23. In Dy. CCT v. K.M. Thomas & Co.  31 STC 529, a Division Bench of this court which came to consider the scope of Section 12(3) reiterated what was decided in State of Madras v. V.P. Ramulu Naidu  16 STC 865 (Mad) and pointed out that the succeeding authority would have no jurisdiction to reopen the earlier assessment order or act independently for the purpose of levying penalty. In the case under consideration, the assessing authority had not levied penalty, but the Deputy Commissioner sought to do so by exercising his powers of revision. It was held, after referring to two other decisions, that the revisional authority cannot exercise the powers of the assessing authority under Section 12(3) and seek to levy penalty.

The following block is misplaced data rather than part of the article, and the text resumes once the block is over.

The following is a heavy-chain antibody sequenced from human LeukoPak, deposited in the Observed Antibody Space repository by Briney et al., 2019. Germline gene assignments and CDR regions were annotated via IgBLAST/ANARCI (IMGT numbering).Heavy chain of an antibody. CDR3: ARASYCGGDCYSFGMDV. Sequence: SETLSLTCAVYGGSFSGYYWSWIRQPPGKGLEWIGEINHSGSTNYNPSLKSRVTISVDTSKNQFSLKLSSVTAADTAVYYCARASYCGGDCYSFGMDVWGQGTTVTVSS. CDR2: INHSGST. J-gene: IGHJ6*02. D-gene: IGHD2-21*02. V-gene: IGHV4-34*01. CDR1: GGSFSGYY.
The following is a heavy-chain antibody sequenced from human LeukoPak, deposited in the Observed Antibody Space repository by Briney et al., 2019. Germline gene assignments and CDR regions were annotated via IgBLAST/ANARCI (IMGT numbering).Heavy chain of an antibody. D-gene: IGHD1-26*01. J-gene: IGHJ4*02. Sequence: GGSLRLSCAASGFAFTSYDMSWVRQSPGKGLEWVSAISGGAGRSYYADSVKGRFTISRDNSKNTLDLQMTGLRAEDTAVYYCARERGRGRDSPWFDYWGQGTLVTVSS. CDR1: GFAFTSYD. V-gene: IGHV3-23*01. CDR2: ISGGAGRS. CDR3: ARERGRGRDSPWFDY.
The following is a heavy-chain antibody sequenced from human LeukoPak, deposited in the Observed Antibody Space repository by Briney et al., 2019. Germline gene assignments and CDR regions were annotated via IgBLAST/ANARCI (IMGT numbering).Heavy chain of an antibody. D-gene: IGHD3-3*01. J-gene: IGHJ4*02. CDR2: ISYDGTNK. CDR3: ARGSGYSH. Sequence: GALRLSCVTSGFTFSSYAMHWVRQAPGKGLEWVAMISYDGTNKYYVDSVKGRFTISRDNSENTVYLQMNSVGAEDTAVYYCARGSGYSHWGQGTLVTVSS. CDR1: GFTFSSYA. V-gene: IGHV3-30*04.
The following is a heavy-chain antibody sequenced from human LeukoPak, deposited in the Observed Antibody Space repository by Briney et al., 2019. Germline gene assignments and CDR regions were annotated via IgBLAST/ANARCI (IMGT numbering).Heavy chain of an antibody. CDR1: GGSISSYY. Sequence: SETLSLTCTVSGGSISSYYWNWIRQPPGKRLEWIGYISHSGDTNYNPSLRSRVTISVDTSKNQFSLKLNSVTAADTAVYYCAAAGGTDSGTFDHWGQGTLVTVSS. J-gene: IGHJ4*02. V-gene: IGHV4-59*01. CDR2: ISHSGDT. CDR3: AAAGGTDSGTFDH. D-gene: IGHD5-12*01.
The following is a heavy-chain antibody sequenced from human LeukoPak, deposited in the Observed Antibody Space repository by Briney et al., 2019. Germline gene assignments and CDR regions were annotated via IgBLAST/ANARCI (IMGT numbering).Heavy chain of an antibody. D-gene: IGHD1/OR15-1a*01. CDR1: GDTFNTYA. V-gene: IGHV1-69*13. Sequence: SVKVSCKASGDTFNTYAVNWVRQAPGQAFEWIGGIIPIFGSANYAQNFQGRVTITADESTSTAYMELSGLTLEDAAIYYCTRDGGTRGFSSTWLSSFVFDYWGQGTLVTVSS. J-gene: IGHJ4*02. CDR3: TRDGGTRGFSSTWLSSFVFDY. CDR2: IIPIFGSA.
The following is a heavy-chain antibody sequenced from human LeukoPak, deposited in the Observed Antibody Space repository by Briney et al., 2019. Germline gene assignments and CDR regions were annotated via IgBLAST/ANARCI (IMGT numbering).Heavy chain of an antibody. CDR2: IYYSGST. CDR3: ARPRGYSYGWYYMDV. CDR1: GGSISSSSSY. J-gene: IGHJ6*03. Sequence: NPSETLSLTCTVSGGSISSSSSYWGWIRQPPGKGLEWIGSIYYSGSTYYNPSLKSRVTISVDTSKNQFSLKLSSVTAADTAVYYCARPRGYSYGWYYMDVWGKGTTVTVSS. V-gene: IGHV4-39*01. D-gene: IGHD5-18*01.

24. Based on these decisions the contention urged for the assessee was that, at any rate, as far as this court is concerned, the view taken is that the silence in the assessment must be taken as indicating waiver on the part of the assessing authority of the interest leviable under the Act. It is necessary to bear in mind the distinction between the provisions in the Sales Tax Act and the provisions in the I.T. Act. Section 12(3) of the Tamil Nadu General Sales Tax Act, which was the subject of consideration in both the above decisions vested an absolute discretion on the assessing authority to levy or not to levy penalty, while Section 217 of the I.T. Act confers a discretion exercisable under certain circumstances to reduce or waive the penalty. Thus, the provisions are not in Pari materia. Apart from the above, the latest reported decision of the Supreme Court in Motilal Padampat Sugar Mills Co. Ltd. v. State of U.P. : 118ITR326(SC) throws light on the question as to when an inference of waiver can be drawn. In that case, an assurance was given by the Government of U.P. that there would be an exemption from sales tax for a period of three years to all new industrial units in the State. In pursuance of it, the Motilal Padampat Sugar Mills Ltd. went ahead with the establishment of a vanaspathi factory in U.P. The Government took a decision to give only a partial exemption. The sugar mills wrote to the Government that it would be availing itself of partial exemption. It filed a writ petition with a view to securing full exemption. The Government pleaded waiver in defence. The Supreme Court, after pointing out that the plea of waiver had not been taken in the affidavit and could not be allowed to be raised, pointed out at page 338 :